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and solemn scenery. To the left, in the fore ground, a stag is quietly grazing: the only animal exhibited. The trees are touched in an artist-like manner.

279. Scene on the Banks of the Jumna, near Delhi.

T. Daniell. A MAGNIFICENT composition : in the usual style of this celebrated artist. The tone of colouring is tender, and the whole scenéry seems to be a happy representation of nature.

287. Civita Castellana.

R. R. Reinagle. A very beautiful and classical composition, somewhat in the style of Zuccarelli. The landscape seems true Italian, Mr. Reinagle is forming his taste on very correct principles, and successfully exhibits, to the eye of an Englishman, the trees, mountains, and rivers of Italy. The tone of colouring is warm but natural.

Purchased by Viscount Ashbrook.

Published by LONGMAN, HURST, Rees, and ORME

Paternoster Row; J. HATCHARD, Bookseller to Her Majesty, 190, Piccadilly; and WILLIAM Miller, Albemarle Street.

William Savage, Printer, Bedford Bury.

THE DIRECTOR

No. 18. SATURDAY, May 23, 1807.

Grecia capta ferum victorem cepit, et artes
Intulit agresti Latio.

HOR.

As in referring to the Temple of Elis, I have mentioned a painter among the artists employed, it may be proper to take a short view of the rise of this art. The painters of note first mentioned in history, Zeuxis and PARRHASIUS, are about the time of the Peloponnesian war, which began 430 years A. C. and lasted 27 years. Socrates is introduced by Xenophon, conversing with Parrhasius. In the course of perhaps fifty years antecedent, there flourished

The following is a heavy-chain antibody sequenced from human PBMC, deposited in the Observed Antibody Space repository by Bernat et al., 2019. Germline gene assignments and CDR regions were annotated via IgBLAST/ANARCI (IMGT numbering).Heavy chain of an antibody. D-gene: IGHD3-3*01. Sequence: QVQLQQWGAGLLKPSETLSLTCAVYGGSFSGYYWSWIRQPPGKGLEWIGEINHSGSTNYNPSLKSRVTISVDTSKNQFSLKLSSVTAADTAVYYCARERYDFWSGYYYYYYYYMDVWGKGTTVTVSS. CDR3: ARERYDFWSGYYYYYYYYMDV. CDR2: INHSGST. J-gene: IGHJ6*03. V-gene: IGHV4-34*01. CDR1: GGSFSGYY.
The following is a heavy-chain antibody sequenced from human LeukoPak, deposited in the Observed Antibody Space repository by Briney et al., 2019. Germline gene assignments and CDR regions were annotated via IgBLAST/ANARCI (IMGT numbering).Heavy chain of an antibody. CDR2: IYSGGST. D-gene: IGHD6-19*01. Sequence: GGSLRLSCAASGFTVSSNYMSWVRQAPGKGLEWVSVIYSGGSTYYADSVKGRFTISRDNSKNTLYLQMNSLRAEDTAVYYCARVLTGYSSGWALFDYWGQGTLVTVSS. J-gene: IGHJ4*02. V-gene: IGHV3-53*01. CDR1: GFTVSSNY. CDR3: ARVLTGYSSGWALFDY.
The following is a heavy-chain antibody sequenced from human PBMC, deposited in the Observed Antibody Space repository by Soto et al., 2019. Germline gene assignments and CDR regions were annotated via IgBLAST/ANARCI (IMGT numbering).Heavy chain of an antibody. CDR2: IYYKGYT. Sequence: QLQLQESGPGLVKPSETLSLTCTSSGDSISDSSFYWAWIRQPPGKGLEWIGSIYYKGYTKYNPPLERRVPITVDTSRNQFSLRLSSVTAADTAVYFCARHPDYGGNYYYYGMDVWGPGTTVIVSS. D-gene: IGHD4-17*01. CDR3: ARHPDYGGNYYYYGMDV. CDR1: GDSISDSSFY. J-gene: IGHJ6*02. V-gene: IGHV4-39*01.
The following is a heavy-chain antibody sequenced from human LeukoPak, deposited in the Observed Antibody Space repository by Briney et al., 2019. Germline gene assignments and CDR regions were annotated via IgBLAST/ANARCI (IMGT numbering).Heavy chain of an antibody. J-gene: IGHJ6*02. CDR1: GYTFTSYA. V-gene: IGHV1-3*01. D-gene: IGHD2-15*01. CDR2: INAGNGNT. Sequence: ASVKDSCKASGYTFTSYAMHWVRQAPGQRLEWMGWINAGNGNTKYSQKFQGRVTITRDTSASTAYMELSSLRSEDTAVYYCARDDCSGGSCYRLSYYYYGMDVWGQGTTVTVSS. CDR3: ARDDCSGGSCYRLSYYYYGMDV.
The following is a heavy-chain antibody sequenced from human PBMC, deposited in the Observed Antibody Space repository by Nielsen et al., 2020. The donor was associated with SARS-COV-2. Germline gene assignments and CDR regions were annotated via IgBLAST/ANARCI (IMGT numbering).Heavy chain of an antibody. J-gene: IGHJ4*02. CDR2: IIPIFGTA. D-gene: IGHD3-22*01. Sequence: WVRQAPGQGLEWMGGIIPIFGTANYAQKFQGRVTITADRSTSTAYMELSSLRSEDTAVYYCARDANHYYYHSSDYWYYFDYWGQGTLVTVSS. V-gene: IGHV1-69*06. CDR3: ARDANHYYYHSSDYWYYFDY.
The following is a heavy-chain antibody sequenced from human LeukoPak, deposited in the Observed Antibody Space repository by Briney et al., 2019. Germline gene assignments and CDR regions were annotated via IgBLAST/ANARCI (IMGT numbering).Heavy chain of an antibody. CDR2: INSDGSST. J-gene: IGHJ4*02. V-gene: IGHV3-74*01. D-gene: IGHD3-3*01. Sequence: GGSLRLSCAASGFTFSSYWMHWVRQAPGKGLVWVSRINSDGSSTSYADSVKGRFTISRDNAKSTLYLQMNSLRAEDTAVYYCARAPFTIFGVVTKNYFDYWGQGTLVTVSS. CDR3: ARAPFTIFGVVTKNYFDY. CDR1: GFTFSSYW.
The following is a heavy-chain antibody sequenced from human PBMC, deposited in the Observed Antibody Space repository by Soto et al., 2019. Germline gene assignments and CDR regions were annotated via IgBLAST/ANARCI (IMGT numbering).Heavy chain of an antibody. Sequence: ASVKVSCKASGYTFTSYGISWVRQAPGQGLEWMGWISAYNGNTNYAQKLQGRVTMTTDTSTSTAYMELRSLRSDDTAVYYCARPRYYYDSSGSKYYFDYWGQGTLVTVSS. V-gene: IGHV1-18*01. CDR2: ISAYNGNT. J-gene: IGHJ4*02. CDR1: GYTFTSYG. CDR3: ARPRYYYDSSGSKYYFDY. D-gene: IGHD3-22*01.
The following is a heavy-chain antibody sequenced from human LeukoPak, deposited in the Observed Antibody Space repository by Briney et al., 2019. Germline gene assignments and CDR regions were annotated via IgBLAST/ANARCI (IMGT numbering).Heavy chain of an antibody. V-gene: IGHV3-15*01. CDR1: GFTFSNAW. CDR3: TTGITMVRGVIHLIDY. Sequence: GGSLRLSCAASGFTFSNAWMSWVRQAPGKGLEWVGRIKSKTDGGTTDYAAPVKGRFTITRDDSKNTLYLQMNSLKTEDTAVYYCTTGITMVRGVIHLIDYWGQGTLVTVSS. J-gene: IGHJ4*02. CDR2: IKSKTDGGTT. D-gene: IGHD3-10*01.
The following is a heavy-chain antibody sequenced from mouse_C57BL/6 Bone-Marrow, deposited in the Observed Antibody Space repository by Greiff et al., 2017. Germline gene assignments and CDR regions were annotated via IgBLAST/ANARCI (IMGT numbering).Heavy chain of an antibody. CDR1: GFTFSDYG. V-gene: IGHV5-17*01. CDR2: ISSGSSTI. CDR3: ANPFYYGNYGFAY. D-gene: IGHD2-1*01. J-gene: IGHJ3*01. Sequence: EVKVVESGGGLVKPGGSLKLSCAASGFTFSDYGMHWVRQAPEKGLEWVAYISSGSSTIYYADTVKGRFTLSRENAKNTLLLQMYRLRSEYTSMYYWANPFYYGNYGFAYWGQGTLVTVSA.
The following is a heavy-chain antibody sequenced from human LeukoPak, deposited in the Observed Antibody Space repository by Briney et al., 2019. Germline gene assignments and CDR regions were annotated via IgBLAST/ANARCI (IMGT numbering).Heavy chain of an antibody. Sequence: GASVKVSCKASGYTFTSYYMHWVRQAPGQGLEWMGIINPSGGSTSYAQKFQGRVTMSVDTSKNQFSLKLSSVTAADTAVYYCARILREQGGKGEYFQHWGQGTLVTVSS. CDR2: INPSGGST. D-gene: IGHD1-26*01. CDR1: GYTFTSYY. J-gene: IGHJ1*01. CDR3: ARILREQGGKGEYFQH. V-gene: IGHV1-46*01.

VOL. II.

Y

POLYGNOTUS, AGLAPHON*, and PaNÆUS. The Art of Painting seems to have advanced with surprising rapidity to perfection; for we find few or no memorials of it in Homer, or in the Greek tragedians.

It is true that the use of colours is very antient: they are still to be seen on the walls of the temple of the Thebais in unfaded lustre ; and three thousand years have not diinmed them on the sides of the stones which inclose Egyptian mummies. But this is a very different thing from the lively representations of pictures: nor can the gigantic figures which some travellers say are coloured on the walls of the Egyptian temples, be allowed much praise as works of art.

Moses mentions pictures two or three times; but the word probably means painted idols, as in Jeremiah 22d, “ he painteth it with vermilion.” Jezebel painted her face; and in the Iliad both He

See Pliny, lib. 15..ch. 8, 9, &c. and Cicero in Brut.

len and Andromache are described as working flowers of various hue.

« The apples of gold in pictures of silver,” mentioned in the Book of Proverbs, were probably woven, or done in similar embroidery. To the same infancy of skill in this art may be referred the Mexican paintings, the monstrous designs of the Chinese artificers, and the sumptuous carpets of Persia. No proportion was observed ; and the only effect produced, or intended, was a display of forms and gaudy colours, without an attempt at exactness. But Zeuxis painted a boy with grapes, so naturally executed, that the birds pecked them; and the artist was therefore angry with himself, for having failed in the figure of the boy, whose presence ought to have frightened them. This shews a considerable proficiency in the art. But, as Zeuxis deceived the birds, Parrhasius with his curtain, deceived even his rival.

In the next age, that of Alexander the Great, about 330 years A. C. flourished

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